http://ldsguy2catholic.wordpress.com/

Dr. Marshall was visiting someone as a priest), who told him that Jews believe that “if someone is suffering and you invoke the name of his or her mother in prayer, God will be more merciful in granting your prayer for that person“. ,,,,,,. Catholic devotion to Mary is not merely based on sound Christological arguments. Veneration for the Blessed Mother is not just only in the writings of the early Church. Reaching back even further, the Church reveres and invokes the Blessed Mother because it inherited the Jewish custom of showing profound reverence for the spiritual role of the mother in a family. The rabbi’s answer was a surprising confirmation that Catholic customs are rooted in a Jewish understanding of reality.
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  #7  
Old Jan 12, '17, 12:32 am
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Kaninchen Kaninchen is offline
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Default Re: Two Jewish Questions

Quote:
Originally Posted by mVitus View Post
1: Christianity and Islam are both missionary religions with an emphasis to spread the word. Judaism by contrast is not even though it's the original Abrahamic religion. I've always wondered about that and I'm curious as to explanations.
It's important to remember that we don't consider people disadvantaged by not being Jews (it's certainly not what the concept of 'chosen people' is about), a Christian or Muslim has as much hope for the 'World to Come' as we have and nobody is doomed for not wanting to be a Jew. We don't share Christian concepts of 'original sin' and 'salvation'.

Since we don't think people are doomed for not being Jewish, there's no equivalent to the Christian or Muslim belief in a need for others to 'accept Christ' or 'accept Islam.'

Quote:
2: Do Jews pray to saints? Would a Jewish person ask Elijah to pray for them for example?
No.
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  #8  
Old Jan 12, '17, 3:31 pm
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ltwin ltwin is offline
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Default Re: Two Jewish Questions

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Originally Posted by mVitus View Post
Thanks, Itwin, for the article. However when I clicked on the link, I didn't see a way to get beyond sentence two of the article so do you have another way of sharing it?
Sorry, I don't. In fact, I just tried to read the article again, and it wouldn't let me either.
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  #9  
Old Jan 12, '17, 3:44 pm
meltzerboy meltzerboy is offline
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Default Re: Two Jewish Questions

Quote:
Originally Posted by mVitus View Post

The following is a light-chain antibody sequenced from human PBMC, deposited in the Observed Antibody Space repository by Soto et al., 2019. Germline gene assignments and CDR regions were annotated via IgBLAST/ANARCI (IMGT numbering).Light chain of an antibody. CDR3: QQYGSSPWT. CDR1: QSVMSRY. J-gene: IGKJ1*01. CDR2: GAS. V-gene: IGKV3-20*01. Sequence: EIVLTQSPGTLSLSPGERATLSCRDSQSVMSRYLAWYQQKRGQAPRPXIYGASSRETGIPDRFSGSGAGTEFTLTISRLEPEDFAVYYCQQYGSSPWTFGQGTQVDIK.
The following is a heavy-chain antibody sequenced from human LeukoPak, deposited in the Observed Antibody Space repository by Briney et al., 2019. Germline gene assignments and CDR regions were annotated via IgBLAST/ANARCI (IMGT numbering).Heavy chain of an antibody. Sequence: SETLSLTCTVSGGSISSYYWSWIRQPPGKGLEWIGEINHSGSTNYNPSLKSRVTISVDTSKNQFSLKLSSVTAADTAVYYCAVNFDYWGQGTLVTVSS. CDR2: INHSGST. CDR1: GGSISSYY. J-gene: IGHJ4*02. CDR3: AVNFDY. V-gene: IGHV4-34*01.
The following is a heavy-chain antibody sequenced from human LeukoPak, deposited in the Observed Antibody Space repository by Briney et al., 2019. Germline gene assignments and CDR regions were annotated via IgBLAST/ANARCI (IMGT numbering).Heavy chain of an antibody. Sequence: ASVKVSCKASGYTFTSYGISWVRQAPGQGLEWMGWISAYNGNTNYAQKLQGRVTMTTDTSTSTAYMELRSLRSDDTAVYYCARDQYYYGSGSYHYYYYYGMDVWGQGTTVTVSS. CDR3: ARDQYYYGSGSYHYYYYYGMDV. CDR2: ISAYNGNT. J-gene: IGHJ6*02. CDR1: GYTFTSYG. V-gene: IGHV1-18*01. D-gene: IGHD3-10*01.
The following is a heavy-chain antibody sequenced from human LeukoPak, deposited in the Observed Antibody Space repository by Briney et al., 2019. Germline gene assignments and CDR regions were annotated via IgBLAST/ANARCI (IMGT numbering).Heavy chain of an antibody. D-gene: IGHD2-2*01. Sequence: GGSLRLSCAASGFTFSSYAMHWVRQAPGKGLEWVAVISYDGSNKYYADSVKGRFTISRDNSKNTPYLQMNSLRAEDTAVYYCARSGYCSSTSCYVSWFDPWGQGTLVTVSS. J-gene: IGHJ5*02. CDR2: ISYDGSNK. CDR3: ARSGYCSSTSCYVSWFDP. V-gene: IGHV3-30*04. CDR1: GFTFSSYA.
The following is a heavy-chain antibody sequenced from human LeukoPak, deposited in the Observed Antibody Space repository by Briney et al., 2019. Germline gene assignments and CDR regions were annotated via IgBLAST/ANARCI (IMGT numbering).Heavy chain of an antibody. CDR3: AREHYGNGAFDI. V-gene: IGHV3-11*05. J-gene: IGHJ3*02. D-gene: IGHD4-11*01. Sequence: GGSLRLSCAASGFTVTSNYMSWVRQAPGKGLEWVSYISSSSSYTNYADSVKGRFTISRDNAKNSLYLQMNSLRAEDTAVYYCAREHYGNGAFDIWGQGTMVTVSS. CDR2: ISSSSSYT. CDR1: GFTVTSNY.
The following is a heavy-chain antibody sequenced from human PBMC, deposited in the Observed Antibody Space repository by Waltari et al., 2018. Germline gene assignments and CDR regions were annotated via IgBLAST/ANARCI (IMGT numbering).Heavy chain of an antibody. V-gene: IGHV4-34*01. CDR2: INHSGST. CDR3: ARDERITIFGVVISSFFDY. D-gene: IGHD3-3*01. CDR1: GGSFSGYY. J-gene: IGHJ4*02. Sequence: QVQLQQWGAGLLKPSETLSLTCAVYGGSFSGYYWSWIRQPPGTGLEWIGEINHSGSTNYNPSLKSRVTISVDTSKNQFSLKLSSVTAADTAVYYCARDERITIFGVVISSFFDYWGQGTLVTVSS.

1: Christianity and Islam are both missionary religions with an emphasis to spread the word. Judaism by contrast is not even though it's the original Abrahamic religion. I've always wondered about that and I'm curious as to explanations.

2: Do Jews pray to saints? Would a Jewish person ask Elijah to pray for them for example?
Jews pray only to G-d, not to saints, although my Orthodox Jewish grandmother used to pray for guidance to her parents. This is NOT officially permitted, however.

With regard to being a missionary religion, Judaism is not this kind of religion although it welcomes converts. The reason is it is believed one must come to Judaism with an open heart and, even then, one must be certain of being willing and able to take on the challenges of converting to Judaism; not only the process of conversion itself but the obligations and responsibilities that entail being Jewish.
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  #10  
Old Jan 12, '17, 3:46 pm
meltzerboy meltzerboy is offline
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Default Re: Two Jewish Questions

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Originally Posted by psalm90 View Post
(1) I seem to have read that Judaism expects all people to be converted to Judaism in the end time, but they believe it is up to God to accomplish this.

(2) another guess, it would be too blasphemous to pray to anyone but G-d. I don't know the Psalms intimately enough to tell if there are prayers directed anywhere but to G-d. G-d is revealed as both transcendent (high above the heavens) and imminent (close enough to hear the prayer spoken most softly)

...but this is just from reading, not from experience
No conversion to Judaism is needed even in the end time.
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  #11  
Old Jan 16, '17, 6:46 pm
rinnie rinnie is offline
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Default Re: Two Jewish Questions

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Originally Posted by meltzerboy View Post
Jews pray only to G-d, not to saints, although my Orthodox Jewish grandmother used to pray for guidance to her parents. This is NOT officially permitted, however.